Tuesday, January 26, 2016

A winter walk

We walk across the open field, follow the looping tracks carved by snow machines, weave our way out and around the edge of the field, cut through the middle, over the lip of an old beaver pond, break through a hardened crust of snow where the wind has resculpted it over the tracks, leaving just a hint of an indentation to indicate there was anything there at all but a smooth white expanse from the trees at the base of the mountain to the trees of the forest a field away.

We cut a trail ourselves in the beginning, trying to find the best way across, winding towards the mountain and a whole different piece of land to explore, off limits the rest of the year when it is unreachable for the swamp. I tried to choose our route carefully, tried to find snow that had hardened, though I punched through often, and then tried to follow the same trail each time even as the wind worked to erase our tracks. I thought about the lives lived out beneath the snow, the secret tunnels of mice and voles and other tiny creatures and with each step I thought I might be destroying someone’s home.

But then the snow machines came back. They had not been here for a few years. The first time I found this field it was criss-crossed with the wide tracks, from one end to the other and back again a hundred times. They returned this season in smaller numbers, the tracks looping just a handful of times around the field but enough for us to use as pathways across the snow, packed down and solid.

We follow the loops, making a few rounds of the field, first along one track and then another and we follow our old trail too, the one we made before, picking it out carefully from the fresh white blanket smoothed over the top. Out in the middle of the field, far from tree cover, the wind bites at exposed skin even on days that seem windless. Sometimes it pushes against my back, rustling at my jacket, and I can feel its solid coldness through the layers of clothing I wear. I make for the trees again to find no wind at all and I am on the verge of overheating.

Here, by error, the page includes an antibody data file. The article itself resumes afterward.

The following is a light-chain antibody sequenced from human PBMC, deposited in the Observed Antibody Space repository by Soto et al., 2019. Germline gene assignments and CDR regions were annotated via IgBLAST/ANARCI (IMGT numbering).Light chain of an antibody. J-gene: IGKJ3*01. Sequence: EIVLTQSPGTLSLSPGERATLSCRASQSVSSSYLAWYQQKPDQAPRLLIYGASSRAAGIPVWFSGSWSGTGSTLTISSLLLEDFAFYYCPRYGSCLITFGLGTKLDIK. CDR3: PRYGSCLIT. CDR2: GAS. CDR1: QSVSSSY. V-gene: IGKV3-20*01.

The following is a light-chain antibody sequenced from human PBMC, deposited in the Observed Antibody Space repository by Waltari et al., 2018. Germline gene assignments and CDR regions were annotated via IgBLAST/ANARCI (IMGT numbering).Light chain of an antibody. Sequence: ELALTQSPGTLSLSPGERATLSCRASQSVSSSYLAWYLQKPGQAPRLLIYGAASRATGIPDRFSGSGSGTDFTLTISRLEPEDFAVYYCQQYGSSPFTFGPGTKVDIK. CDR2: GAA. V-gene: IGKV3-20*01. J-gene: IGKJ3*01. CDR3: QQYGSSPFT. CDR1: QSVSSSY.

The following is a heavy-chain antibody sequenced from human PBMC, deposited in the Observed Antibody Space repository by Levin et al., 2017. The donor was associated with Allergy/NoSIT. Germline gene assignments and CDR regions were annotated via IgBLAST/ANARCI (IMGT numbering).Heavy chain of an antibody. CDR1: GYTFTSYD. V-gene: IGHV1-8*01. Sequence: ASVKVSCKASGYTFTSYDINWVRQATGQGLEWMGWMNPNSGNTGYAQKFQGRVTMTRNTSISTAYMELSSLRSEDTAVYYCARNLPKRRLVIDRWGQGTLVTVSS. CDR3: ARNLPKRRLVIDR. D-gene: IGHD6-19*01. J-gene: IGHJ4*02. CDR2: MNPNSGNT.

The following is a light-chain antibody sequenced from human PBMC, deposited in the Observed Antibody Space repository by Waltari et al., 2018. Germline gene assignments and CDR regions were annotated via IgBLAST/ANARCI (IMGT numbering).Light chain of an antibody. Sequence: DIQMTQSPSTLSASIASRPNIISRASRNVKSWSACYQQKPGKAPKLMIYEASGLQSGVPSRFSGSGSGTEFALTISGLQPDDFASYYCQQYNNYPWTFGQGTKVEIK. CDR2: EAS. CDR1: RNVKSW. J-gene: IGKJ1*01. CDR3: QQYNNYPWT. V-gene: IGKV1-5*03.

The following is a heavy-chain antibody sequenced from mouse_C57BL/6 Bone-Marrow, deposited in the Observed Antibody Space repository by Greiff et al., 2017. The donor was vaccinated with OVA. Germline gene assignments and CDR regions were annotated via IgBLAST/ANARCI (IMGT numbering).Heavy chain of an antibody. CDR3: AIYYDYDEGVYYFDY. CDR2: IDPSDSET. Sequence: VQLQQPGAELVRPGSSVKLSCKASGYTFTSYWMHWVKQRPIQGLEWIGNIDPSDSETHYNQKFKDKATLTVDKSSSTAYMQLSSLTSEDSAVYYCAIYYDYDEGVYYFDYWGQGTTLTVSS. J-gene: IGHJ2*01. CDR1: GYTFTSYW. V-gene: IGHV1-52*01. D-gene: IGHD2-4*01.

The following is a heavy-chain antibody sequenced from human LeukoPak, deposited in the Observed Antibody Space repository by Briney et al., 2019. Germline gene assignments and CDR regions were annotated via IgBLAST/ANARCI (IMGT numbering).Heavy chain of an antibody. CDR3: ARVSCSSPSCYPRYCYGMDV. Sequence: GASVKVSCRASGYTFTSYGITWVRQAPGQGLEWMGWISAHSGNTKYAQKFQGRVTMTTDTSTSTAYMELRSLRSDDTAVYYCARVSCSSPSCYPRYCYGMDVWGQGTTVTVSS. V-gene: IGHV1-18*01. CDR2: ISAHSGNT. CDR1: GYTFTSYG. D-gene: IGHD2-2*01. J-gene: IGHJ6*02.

The dogs skip across the open landscape. Murdoch out in front, dashing over expanses of snow between tracks if I take a turn he is not expecting, clamouring out in front again, though he casts glances back over his shoulder, his face half-black, half-white, snow encircling his snout, frozen in tiny balls under his chin.

Molly walks with me, overtaking me by a few paces then stopping and waiting to see if I will throw the stick she has dropped for me in the middle of the trail. I tell her to bring it as I push past and she leaps on the stick, falls in to step behind me and then shoulders me out of the way as she brushes past to run ahead and try again, turning to stare at me with her intense eyes as though she is trying to plant a thought in my head. Perhaps sometimes that works as once in a while I will stoop as I walk past and pluck her stick from the snow, toss it ahead or behind and watch her chase it with great enthusiasm.

The sun shines at our backs as we make another pass of the field, looping back to the start on a different track. My shadow angles out in front of me, moving across the untouched snow beside the trail. Molly’s shadow is projected just to my right and I watch it move with me, marvel at its perfect shape, the pointed ears, the long snout the confident stride, the tail swinging casually behind. In the shadow I can even see the stick clamped in her mouth and I kind of laugh as I look away to watch Murdoch and his shadow scampering ahead, nose to the ground, searching for anything of interest.

Then Molly bumps me in the back of the leg and I think she has become distracted, our gaits have changed and she has run in to me. I expect her to pass but when I glance at her shadow again it is as it was before, head tall, alert, stride smooth and unflinching, so I shrug and look out over the landscape until she does it again. I laugh and say her name but keep going. I watch her shadow again and this time when she bumps me I see it is on purpose, she launches herself forward and makes deliberate contact with her nose and it is strange because I see the shadow dog bump the shadow person but I feel it as I am watching it happen on the snow in front of us.

I stop and turn and she stares at me with those intense “I am putting a thought in your head” eyes. And I know I shouldn’t do it, but I pick up her stick and throw it anyway because I think it’s funny how adamant she can be, how pushy, and yet have that face with its intensity and the sense that if you just throw that stick she will be the happiest creature on the face of the Earth. And for a moment it is so easy to believe, so easy to grant her that one thing that makes her life complete.

So I shouldn’t be surprised later that day as we walk back through the woods towards home that Molly changes the rules and now, instead of a bunt or a nudge, I feel her right paw wrap around my left boot from behind, her head wrapping around the outside of my leg as she tries to stop me in my tracks or trip me up, I’m not entirely sure which, but she does it often enough so I know it is not an accident. When I turn sternly to confront her, there she is again with that face and I almost give in because when it comes to the animals my resolve is often short lived. They know this about me. They know it quite well, which is why at the moment when Molly was trying to trip me up in the woods I was calling after Murdoch as his black form slipped in amongst the trees and disappeared.

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